Two steps to take after breast cancer diagnosis
MEG: A lot of our customers who have been diagnosed with one form of cancer another. As far as breast cancer, what do you suggest after the diagnosis to help their recovery and health?
DR. BARNARD: First, see your physician and maintain regular medical care. Some people get rather concerned about how doctors sometimes neglect nutrition and neglect lifestyle and they get sick of dealing with them. But I encourage people to work with their health care providers, whoever they may be, and don't hesitate to have a second opinion if you have any questions. Do work with your health care providers, but never forget that you're in charge though.
Number One: Adopt a plant-based diet.
Throw out the meat and dairy products and eggs and also keep oils to a real minimum. Why do that? It's partly because of what's in it and partly because of what you are now hopefully going to avoid. If your diet is really rich in vegetables and fruits, it's rich in vitamins, it's rich in folate, which is a B vitamin, vitamin C, many others that are antioxidants. They're helpful for you and you're also accessing a lot of fiber.
Plants have fiber in them, every mouthful of a bean dish or vegetables or fruits or whole grains, there's lots of fiber. Fiber is important because fiber helps your body to get rid of excess estrogens and that's really important. That's kind of surprising to people but every minute of the day, your liver is removing estrogens for your bloodstream, and it sends them into the intestinal tract and only if there's fiber in your digestive tract can the estrogens be escorted out by that fiber and then they get flushed down the toilet.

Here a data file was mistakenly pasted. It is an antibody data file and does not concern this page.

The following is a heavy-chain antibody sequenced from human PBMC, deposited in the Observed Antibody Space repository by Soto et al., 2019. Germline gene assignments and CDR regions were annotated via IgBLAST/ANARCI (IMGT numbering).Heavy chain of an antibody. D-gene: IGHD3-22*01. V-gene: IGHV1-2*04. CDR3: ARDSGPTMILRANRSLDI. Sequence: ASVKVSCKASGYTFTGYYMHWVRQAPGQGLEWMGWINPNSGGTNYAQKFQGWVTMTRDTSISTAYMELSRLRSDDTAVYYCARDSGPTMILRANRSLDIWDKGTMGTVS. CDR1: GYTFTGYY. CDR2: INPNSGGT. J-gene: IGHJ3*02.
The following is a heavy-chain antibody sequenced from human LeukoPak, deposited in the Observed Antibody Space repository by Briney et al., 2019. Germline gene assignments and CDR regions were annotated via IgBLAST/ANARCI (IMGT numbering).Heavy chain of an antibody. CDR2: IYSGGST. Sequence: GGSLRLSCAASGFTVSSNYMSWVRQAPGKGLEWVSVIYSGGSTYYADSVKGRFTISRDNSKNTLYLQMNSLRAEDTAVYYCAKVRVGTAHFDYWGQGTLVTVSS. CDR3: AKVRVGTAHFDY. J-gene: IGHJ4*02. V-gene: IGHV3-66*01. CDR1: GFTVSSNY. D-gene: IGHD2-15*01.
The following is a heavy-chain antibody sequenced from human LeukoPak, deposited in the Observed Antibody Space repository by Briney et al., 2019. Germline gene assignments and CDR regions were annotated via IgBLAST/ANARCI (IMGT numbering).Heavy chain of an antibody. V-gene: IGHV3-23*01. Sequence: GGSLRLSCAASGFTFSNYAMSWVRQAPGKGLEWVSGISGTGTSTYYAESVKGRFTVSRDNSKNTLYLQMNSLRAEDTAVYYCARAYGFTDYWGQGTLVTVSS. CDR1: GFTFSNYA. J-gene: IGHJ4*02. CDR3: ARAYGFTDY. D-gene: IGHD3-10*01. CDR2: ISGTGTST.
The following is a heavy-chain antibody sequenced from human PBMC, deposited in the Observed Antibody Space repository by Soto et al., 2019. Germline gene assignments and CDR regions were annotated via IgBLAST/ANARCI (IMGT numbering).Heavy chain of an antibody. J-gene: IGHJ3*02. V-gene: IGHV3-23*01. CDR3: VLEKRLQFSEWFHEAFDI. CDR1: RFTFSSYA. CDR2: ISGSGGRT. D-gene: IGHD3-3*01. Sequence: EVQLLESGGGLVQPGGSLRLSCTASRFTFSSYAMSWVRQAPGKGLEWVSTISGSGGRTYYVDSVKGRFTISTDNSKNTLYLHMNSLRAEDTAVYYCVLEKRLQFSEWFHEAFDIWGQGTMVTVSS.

If your lunch was chicken breast or Velveeta or a steak or shrimp, these are animal products and animal products don't have any fiber at all. And so those estrogens that the liver pulls out are reabsorbed back into your bloodstream because there's no fiber to capture them. So a plant-based diet make sure that you got the most fiber possible and you want that for survival.
The other thing about what's not in your diet now, the meat is gone, the dairy is gone and that's good because dairy products contain estrogens, not a lot, but they do. Especially cheese and it came from the cow, who was more than likely pregnant at the time that she was milked; that's the way dairy works. You don't want any estrogen in your body that came from a cow. You want only the amount that your body has naturally.
Another benefit of a plant-based diet, by the way, is it will help you to maintain a healthy body weight. That's kind of a separate goal, is to have weight in a healthy range and to not beat yourself up to get there. Some people try to starve their way down. Some people will do an unhealthy diet like a ketogenic diet. Don't do those kinds of things because they pile unhealthy foods on your plate.
But if women have excess and unwanted weight, at the time of diagnosis if they can lose that weight, however much of it they lose, that improves their survival a lot. This doesn't mean get under-weight. If you've got some weight that you don't want, now is a good time to follow a healthy plant-based diet. And that's really the best way to get down there. Avoid animal products, keep oils really low. That'll help you get to a healthy weight.